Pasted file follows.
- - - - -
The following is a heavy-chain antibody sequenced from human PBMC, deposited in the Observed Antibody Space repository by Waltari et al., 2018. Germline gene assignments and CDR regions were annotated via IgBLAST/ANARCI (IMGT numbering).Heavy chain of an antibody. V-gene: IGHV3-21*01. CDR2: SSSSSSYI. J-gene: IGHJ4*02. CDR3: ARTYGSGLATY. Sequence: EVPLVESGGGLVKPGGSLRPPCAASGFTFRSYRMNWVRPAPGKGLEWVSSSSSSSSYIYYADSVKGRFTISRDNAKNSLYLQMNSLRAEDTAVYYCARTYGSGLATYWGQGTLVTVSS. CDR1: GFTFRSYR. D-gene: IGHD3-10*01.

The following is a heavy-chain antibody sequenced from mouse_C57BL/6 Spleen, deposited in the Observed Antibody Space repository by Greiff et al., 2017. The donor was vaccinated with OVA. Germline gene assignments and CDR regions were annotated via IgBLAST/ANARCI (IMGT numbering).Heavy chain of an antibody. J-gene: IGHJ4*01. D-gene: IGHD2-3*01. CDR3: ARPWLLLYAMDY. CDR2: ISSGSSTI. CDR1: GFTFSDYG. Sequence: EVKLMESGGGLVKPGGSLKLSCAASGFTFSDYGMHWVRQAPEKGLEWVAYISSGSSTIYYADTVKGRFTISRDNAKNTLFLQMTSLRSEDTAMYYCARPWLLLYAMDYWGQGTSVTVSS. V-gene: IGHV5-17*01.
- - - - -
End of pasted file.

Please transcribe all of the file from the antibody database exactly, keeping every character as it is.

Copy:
The following is a heavy-chain antibody sequenced from human PBMC, deposited in the Observed Antibody Space repository by Waltari et al., 2018. Germline gene assignments and CDR regions were annotated via IgBLAST/ANARCI (IMGT numbering).Heavy chain of an antibody. V-gene: IGHV3-21*01. CDR2: SSSSSSYI. J-gene: IGHJ4*02. CDR3: ARTYGSGLATY. Sequence: EVPLVESGGGLVKPGGSLRPPCAASGFTFRSYRMNWVRPAPGKGLEWVSSSSSSSSYIYYADSVKGRFTISRDNAKNSLYLQMNSLRAEDTAVYYCARTYGSGLATYWGQGTLVTVSS. CDR1: GFTFRSYR. D-gene: IGHD3-10*01.

The following is a heavy-chain antibody sequenced from mouse_C57BL/6 Spleen, deposited in the Observed Antibody Space repository by Greiff et al., 2017. The donor was vaccinated with OVA. Germline gene assignments and CDR regions were annotated via IgBLAST/ANARCI (IMGT numbering).Heavy chain of an antibody. J-gene: IGHJ4*01. D-gene: IGHD2-3*01. CDR3: ARPWLLLYAMDY. CDR2: ISSGSSTI. CDR1: GFTFSDYG. Sequence: EVKLMESGGGLVKPGGSLKLSCAASGFTFSDYGMHWVRQAPEKGLEWVAYISSGSSTIYYADTVKGRFTISRDNAKNTLFLQMTSLRSEDTAMYYCARPWLLLYAMDYWGQGTSVTVSS. V-gene: IGHV5-17*01.